Nigerians are contending that obeying the NCC directive is an invitation to chaos and death as that would be a sure way to spread COVID-19 as there is no how anyone could stop the virus from spreading since social distancing might not be guaranteed.
Critics also wonder why the exercise that was approved by Pantami could not wait until the country got over more worrisome matters.
Not letting up, more people insist that the NCC directive lacked deep thinking, revealing that it mirrors the quality of policies and directives being churned out by many managers of the present administration, which leave observers with the conclusion that coordination is missing in the present administration. Otherwise, the NCC should have effectively synergied with other government agencies to get its job done without calling Nigerians out.
Expectedly, pressure on the NCC – especially from the House of Representatives and other bodies – had forced Dr Pantami to shift grounds by approving an extension of the deadline for the exercise.
According to a statement issued by the NIMC’s Head, Corporate Communications, Mr. Kayode Adegoke, Dr Pantami approved the extension of the deadline on the ongoing NIN- SIM integration after a review of the exercise by the Presidential Task Force chaired by the minister.
The decision was taken at a meeting attended by the minister, and executive stakeholders in the Information and Communications Technology (ICT) sector, which includes the Director General, National Identity Management Commission (NIMC), Aliyu Aziz; Executive Vice Chairman, Nigerian Communications Commission (NCC), Prof. Umar Garba Danbatta; DG, National Information Technology and Development Agency (NITDA), Inuwa Kashifu Abdullahi; Chairman of the Association of Licensed Telecoms Operators of Nigeria (ALTON), Gbenga Adebayo, CEOs of various networks among them MTN, Airtel, Ntel, Glo, Smile and 9mobile.
“Based on the endorsement of the Federal Government of Nigeria, the following resolutions were made:
“Three weeks extension for subscribers with NIN from December 30, 2020 to January 19, 2021; and six weeks extension for subscribers without NIN from December 30, 2020, to February 9, 2021.”
NIMC had assured that COVID-19 protocols would be implemented, saying that “NIMC has provided strategies to enable citizens to attend the registration in full compliance with COVID-19 protocols – particularly the use of facemasks, which remains mandatory and maintenance of social distancing.”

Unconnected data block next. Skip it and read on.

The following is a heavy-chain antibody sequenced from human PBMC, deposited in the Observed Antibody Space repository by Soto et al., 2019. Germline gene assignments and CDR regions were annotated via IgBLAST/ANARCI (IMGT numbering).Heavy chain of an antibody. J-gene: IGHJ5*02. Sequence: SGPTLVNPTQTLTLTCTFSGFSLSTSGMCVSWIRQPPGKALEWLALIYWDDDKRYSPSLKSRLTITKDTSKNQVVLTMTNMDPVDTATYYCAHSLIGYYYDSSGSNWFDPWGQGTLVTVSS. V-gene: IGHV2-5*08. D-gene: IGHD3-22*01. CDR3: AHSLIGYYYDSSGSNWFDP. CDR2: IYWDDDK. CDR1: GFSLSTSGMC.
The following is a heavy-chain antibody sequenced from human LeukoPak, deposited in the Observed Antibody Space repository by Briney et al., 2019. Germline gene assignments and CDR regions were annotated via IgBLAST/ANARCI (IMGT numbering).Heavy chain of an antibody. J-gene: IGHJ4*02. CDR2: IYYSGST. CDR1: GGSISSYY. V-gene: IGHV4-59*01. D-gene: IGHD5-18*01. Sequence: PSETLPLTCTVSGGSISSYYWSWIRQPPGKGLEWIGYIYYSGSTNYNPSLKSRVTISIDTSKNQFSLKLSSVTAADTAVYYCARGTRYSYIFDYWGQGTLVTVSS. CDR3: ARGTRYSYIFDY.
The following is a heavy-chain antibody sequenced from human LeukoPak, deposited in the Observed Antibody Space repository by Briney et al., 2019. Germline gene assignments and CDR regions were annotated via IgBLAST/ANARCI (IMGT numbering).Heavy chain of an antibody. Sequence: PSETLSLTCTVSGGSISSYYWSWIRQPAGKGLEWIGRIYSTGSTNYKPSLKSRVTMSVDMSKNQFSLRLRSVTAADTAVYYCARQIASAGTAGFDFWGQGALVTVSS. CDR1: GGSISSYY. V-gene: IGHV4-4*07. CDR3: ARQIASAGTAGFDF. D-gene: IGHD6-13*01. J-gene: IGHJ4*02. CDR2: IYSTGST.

Indeed, not many trust that they are safe with this assurance given by the NIMC.
The new policy being promoted by Minister Pantami comes through as one of those unpopular actions of government which seeks to widen the gulf of mistrust between the people and the government.
Already, many Nigerians are seeing the policy as one of those numerous ways the government insensitively puts pressure on the ordinary people without caring a hoot. They wonder what the fate of the rural dwellers who do not know their way to the NIMC centres would be if their phone lines are blocked within weeks.
Yet many have argued that the latest policy of government leaves observers wondering what government does with the quantum of data it has collected since it has the biometrics of many Nigerians who for long registered for their Bank Verification Number (BVN), International passport, driver’s licence, NIN, among others.
They advised Minister Pantami to seek closer collaboration with other relevant government agencies in the course of achieving his set objectives rather than putting Nigerians through stress in these trying times.
Pantami, the man in the eye of the storm is said to be born on October 20, 1972, and hails from Pantami in Gombe State.
Before he was appointed DG/CEO of NITDA, he was a lecturer at Federal University of Technology Bauchi for over 10 years.
He had his primary and secondary school education in Gombe State before attending Federal University of Technology Bauchi (formerly Abubakar Tafawa Balewa University) where he earned his first degree of BTech in Computer Science, an MSc in Computer Science (2008/2009) and an MBA in Technology Management (2010/2011).
He obtained a Ph.D. in Computer Information Systems and Post Graduate Certificate in Research Methods from Robert Gordon University, Aberdeen, Scotland, and the United Kingdom; he is a CCNA certified professional.